Investment Commentary – April 14, 2021

Year to Date Market Indices as of April 14, 2021
• Dow 33,677 (10.03%)
• S&P 4,141 (10.26%)
• NASDAQ 13,996 (8.60%)
• Gold $1,709 (-10.12%)
• OIL $61.65 (27.26%)
• Barclay Bond Aggregate (-3.07%)
• Fed Funds Rate 0-0.25 (0-0.25)



S&P 500 ends volatile day slightly higher, Apple pushes NASDAQ to another record close

The S&P 500 erased earlier losses and rose slightly to a record on Monday as investors prepared for a busy week of earnings featuring reports from the largest tech companies.
The broad equity benchmark closed the volatile day 0.4% higher at a new record close of 3,855.36. The S&P 500 fell 1.2% at its low of the day. The tech-heavy Nasdaq Composite gained 0.7% to reach a fresh closing high of 13,635.99. The Dow Jones Industrial Average, less susceptible to changes in technology shares, dipped 36.98 points, or 0.1%, to 30,960.00. At its session low, the 30-stock benchmark dropped more than 400 points.

This coming week, 13 Dow components and 111 S&P 500 companies are set to report earnings. Among the quarterly reports on deck include those from Apple, Microsoft, Netflix, Tesla, McDonald’s, Honeywell, Caterpillar and Boeing.

Apple shares gained 2.8% to an all-time high before its quarterly report Wednesday after the bell. Tesla, which also reports Wednesday, popped 4% to hit a record.

“The Street is anticipating robust results from Apple on Wednesday after the bell with Cupertino expected to handily beat Street estimates across the board,” wrote Dan Ives of Wedbush, who raised his 12-month price target on Monday to $175. “While the Street is forecasting roughly 220 million iPhone units [for 2021], we believe based on the current trajectory and in a bull case Cupertino has potential to sell north of 240 million units.”

Highly speculative action in stocks like GameStop was unnerving some investors, causing worry that parts of the market had detached from fundamentals and could cause the broader market to take a hit when the mania ends.

Shares of the brick-and-mortar video-game retailer soared more than 140% to top $150 at one point Monday as a slew of retail investors active in online chat rooms aimed to squeeze out short sellers. GameStop briefly turned negative in wild trading before closing 18% higher. Other heavily shorted names, including Bed Bath & Beyond, also jumped higher on Monday amid the buying frenzy.

“Signs of excess continue to concern investors, with markets at near-record highs on a variety of valuation metrics,” said Mark Hackett, Nationwide’s chief of investment research. “Other signs of extreme optimism include put-call ratios, credit spreads and momentum indicators.”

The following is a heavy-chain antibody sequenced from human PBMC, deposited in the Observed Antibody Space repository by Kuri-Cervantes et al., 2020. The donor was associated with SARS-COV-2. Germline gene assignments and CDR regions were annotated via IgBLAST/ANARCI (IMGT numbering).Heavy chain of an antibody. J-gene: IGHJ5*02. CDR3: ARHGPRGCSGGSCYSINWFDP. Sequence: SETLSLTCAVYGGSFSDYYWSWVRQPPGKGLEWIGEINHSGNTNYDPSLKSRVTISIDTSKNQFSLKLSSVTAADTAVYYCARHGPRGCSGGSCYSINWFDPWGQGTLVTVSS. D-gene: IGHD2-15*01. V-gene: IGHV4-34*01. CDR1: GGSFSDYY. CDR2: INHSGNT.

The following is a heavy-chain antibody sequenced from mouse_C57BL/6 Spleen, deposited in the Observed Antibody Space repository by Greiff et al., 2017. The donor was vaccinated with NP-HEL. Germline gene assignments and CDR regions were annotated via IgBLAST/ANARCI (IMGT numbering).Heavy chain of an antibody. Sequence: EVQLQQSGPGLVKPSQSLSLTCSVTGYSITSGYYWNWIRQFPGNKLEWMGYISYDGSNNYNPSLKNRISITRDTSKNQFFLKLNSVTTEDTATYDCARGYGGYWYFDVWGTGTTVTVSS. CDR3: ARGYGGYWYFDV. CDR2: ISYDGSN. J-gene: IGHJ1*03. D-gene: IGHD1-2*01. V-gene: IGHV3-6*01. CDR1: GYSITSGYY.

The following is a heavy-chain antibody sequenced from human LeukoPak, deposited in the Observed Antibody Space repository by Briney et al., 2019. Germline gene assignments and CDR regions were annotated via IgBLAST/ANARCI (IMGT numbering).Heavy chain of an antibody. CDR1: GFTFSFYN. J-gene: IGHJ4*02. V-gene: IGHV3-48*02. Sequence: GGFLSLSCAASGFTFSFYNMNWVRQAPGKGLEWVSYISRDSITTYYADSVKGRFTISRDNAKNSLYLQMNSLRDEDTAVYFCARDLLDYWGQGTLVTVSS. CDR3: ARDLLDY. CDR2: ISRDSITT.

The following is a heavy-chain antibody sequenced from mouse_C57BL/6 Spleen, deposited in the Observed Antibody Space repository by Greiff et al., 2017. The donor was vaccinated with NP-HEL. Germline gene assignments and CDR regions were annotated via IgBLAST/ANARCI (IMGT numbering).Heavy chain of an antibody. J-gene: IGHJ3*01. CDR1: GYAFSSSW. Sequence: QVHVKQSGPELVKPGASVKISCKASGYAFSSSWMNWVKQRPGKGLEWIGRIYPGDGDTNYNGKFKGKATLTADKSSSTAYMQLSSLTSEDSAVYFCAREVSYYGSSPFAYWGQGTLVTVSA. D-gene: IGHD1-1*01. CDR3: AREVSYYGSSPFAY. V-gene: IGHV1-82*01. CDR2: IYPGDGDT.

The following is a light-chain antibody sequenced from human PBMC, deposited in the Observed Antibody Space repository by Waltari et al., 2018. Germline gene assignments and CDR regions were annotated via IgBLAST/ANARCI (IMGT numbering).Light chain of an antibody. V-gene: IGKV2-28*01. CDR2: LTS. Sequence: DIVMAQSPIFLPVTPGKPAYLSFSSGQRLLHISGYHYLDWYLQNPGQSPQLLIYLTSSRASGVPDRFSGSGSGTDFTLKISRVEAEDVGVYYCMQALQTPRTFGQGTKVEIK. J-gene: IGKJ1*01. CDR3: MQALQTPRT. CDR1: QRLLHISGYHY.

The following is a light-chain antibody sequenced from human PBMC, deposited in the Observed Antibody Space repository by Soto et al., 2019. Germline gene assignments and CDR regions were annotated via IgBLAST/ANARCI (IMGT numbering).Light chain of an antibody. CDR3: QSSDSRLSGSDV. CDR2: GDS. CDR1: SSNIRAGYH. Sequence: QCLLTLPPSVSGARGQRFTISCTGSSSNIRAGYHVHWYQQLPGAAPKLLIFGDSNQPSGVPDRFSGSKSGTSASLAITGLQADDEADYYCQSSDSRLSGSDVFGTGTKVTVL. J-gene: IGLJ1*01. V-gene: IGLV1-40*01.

Companies kicked off the earnings season on a strong note. Of the S&P 500 components that have already reported earnings, 73% have beaten on both sales and EPS, according to data from Bank of America. The firm said this is tracking similar to last quarter when the number of companies beating hit a record.


Around the Web

Sustained momentum: The Dow and the S&P 500 climbed for the third week in a row, rising around 2% to 3% and pushing their record levels higher in a mostly quiet week of trading. The biggest moves came on Monday, when stocks rose on the heels of a strong monthly jobs report released on April 2, a day of a holiday market closure.

Earnings optimism: Wall Street analysts are expecting big things entering the quarterly earnings season that opens in mid-April, when major banks begin to issue results. First-quarter earnings for companies in the S&P 500 are forecast to jump more than 24%, with the consumer discretionary and financials sectors expected to see the biggest gains, according to FactSet.

Fed outlook: U.S. Federal Reserve Chair Jerome Powell said that the Fed is looking for “actual progress” rather than forecasts in reaching the central bank’s employment and inflation goals. He also reinforced expectations that the Fed will maintain its accommodative policy stance by noting that the economy still has a way to go before reaching the Fed’s targets.

Yield pullback: For the second week out of the past three, yields of U.S. government debt slipped as bond prices recovered, deflating some of 2021’s surge in yields. The yield of the 10-year U.S. Treasury bond fell to around 1.67%, down from a recent high of 1.74% on March 31. Nevertheless, the yield is still up sharply from 0.92% at the end of last year.

Dividend restoration: The dollar amount of dividend increases in U.S. common stocks in the just-completed first quarter was the largest quarterly figure in nine years, according to S&P Dow Jones Indices. For stocks in the S&P 500 Index, aggregate increases—not factoring in decreases—rose to $20.3 billion, compared with $13.9 billion in last year’s fourth quarter.

Upcoming Events
Thursday: Weekly unemployment claims, U.S. Department of Labor

Today in Stock Market History:

2000: The NASDAQ has one of its worst days ever, plunging s 355.49 points, or 9.67%, to finish at 3321.29, down 25.3% for the week. But “tech stocks have largely gone through their valuation adjustment,” says Lehman Bros. strategist Jeffrey Applegate, who urges investors to buy. Robert Froelich, chief executive of the Kemper Funds, scoffs that the drop is “the bear’s brief day in the sun” and adds, “this is the greatest opportunity for individual investors in a long time.” Thomas Galvin, strategist at Donaldson, Lufkin & Jenrette, pronounces that “there are only 200 or 300 points of downside for the NASDAQ and 2000 on the upside.” It turns out there are no points on the upside and more than 2000 on the downside, as the NASDAQ ends the year at 2470.52, on the way to its trough of 1114.11 in October 2002.

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